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Basement membrane changes and Langerhans cell alterations during tumour development


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Mc Ardle, John Patrick 1988 , 'Basement membrane changes and Langerhans cell alterations during tumour development', MD thesis, University of Tasmania.

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This thesis examines tumour development from two separate
Firstly, with regard to basement membrane changes in tumour
development, this study confirms the prior observation that tumour
cells, both in the primary focus and in metastatic deposits, are
capable of producing an intact and continuous basement membrane.
Assessment as to whether or not a given tumour is invasive, then,
requires correlation between the integrity of the basement membrane
and the tissue architecture. The mere presence of an intact basement
membrane does not mean that a tumour is in an "in—situ" phase if the
tissue architecture is that of an invasive carcinoma. In metastatic
deposits of epithelial tumours the development of a new basement
membrane appears to be dependent upon interaction with mesenchymally
derived connective tissue suggesting that the normal formation of
epithelial basement membrane requires interaction with stromal
connective tissue. In metastatic carcinoma, as in primary tumours
(Albrechtsen et al., 1986) the redevelopment of extracellular basement
membrane is related to the degree of tumour, cell differentiation.
The abrupt loss of basement membrane associated with a focus
of invasive tumour growth , seen particularly in nodular basal cell
carcinoma, supports the concept that the basement membrane, though
flexible, is continuous, insoluble and impermeable to cell movement.
Expansion of an intact basement membrane may be seen in superficial
spreading basal cell carcinoma and early nodular basal cell carcinoma
which therefore, by definition, may be regarded as in—situ tumours.
The advent of the immunoperoxidase method, which can be used
on paraffin—processed tissue, by allowing the detection of subtle
histologic changes, has clarified observations previously noted in the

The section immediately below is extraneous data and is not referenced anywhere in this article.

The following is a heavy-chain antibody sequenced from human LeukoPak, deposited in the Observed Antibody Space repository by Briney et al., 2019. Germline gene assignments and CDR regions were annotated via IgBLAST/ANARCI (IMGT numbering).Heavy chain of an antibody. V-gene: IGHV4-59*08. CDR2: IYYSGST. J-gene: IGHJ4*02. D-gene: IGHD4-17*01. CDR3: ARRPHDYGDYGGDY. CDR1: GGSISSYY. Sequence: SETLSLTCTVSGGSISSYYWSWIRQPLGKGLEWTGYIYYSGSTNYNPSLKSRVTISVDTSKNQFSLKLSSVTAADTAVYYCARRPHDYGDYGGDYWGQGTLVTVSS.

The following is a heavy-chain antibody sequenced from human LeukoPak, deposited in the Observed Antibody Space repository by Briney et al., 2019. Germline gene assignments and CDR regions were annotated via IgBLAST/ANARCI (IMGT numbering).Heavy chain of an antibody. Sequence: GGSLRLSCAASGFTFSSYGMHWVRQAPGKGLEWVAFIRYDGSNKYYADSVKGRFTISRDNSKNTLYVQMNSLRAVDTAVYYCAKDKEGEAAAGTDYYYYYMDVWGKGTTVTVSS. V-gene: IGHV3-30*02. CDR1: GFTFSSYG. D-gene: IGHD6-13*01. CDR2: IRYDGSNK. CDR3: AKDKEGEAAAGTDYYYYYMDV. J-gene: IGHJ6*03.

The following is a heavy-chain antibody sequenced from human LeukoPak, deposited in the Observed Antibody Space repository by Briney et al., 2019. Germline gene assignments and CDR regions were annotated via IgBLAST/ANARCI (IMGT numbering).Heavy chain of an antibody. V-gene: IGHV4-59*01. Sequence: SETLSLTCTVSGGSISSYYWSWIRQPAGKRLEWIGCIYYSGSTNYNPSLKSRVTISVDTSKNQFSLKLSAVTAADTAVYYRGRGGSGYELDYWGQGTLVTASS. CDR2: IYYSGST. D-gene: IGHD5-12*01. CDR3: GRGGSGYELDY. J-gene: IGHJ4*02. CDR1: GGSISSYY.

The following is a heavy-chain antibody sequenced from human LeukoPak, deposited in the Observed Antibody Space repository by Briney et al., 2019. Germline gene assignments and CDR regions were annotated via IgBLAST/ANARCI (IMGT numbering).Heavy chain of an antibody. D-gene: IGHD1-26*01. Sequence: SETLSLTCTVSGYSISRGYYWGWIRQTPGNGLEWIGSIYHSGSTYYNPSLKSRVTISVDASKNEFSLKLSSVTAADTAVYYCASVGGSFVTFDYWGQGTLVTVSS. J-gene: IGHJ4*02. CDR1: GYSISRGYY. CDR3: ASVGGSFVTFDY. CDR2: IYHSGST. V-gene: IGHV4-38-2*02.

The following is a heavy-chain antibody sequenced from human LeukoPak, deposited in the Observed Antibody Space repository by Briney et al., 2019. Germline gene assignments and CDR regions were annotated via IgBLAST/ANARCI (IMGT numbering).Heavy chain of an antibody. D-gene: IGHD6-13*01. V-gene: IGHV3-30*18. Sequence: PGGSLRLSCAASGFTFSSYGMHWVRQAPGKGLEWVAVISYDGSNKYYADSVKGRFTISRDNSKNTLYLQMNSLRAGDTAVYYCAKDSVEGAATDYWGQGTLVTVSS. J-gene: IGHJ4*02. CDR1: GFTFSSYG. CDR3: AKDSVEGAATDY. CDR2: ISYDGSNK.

literature on early tumour development. The variation in thickness of
the basal lamina in epidermal tumours, previously noted by Frappart et
al. (1982), we now believe to be an artefact due to tangential
sectioning of the basement membrane. Globular fragments staining
positively for laminin and type IV collagen noted by Weber et al.
(1982) and van Cauwenberge et al. (1983), in basal cell carcinoma
prove to be incorporated stroma and accompanying basal lamina and are
not due to defective basement membrane formation by the tumour cells.
Secondly, with regard to Langerhans cell changes in in—situ
and invasive neoplasia, this study has shown that the Langerhans cell
density is significantly increased in intraepidermal carcinoma—in—situ
(Bowen's disease), cervical intraepithelial neoplasia, and invasive
neoplasms, including squamous cell carcinoma, basal cell carcinoma and
keratoacanthoma, when compared to normal epidermis. In addition the
Langerhans cell density increases in cervical intraepithelial
neoplasia correlating with the severity of the intraepithelial lesion.
This increase in Langerhans cell density suggests activation of a
local immune mechanism and is supportive evidence for the concept that
Langerhans cells play a role in tumour surveillance.
In addition to being increased within neoplastic lesions,
the Langerhans cell density was also found to be increased in
epithelium adjacent to the neoplasm in both skin and cervix,
suggesting either that the neoplastic lesion is producing a
chemotactic factor which diffuses into the adjacent epithelium or that
the adjacent morphologically normal epithelium is functionally
Langerhans cell density is decreased in cervical wart virus
infection and in koilocytic dysplasia and this depletion appears to be
related to viral expression rather than to the presence of viral DNA.
This finding supports the recent suggestion that human papilloma virus
(HPV), the causative agent in cervical wart virus infection, is
involved in cervical carcinogenesis as a tumour promoter. Tumour
promotion by the human papilloma virus may act both through
stimulation of epithelial cell proliferation and through a reduction
in Langerhans cell immunosurveillance.
Two indirect results of the study include:- 1) the
development of a double-staining technique to facilitate
differentiation between Langerhans cells and melanocytes in fresh
human skin; this procedure is based on the ability of anti-S100
antibody to stain both epidermal Langerhans cells and melanocytes,
while L-Dopa stains only melanocytes; and 2) the conclusion that under
conditions of varying epithelial thickness Langerhans cell density
should be estimated per unit length of surface epithelium in order to
determine whether or not there has been a change in Langerhans cell
density in abnormal epithelium.
Although this study has answered some questions, many more
have arisen, ttie solution of which should add greatly to our
understanding of early tumour development both in its in-situ and
invasive phases.

Item Type: Thesis - MD
Authors/Creators:Mc Ardle, John Patrick
Keywords: Membranes, Basement, Pathology, Cellular
Copyright Holders: The Author
Copyright Information:

Copyright 1988 the Author - The University is continuing to endeavour to trace the copyright
owner(s) and in the meantime this item has been reproduced here in good faith. We
would be pleased to hear from the copyright owner(s).

Additional Information:

Thesis (M.D.)--University of Tasmania, 1988. Includes bibliographies

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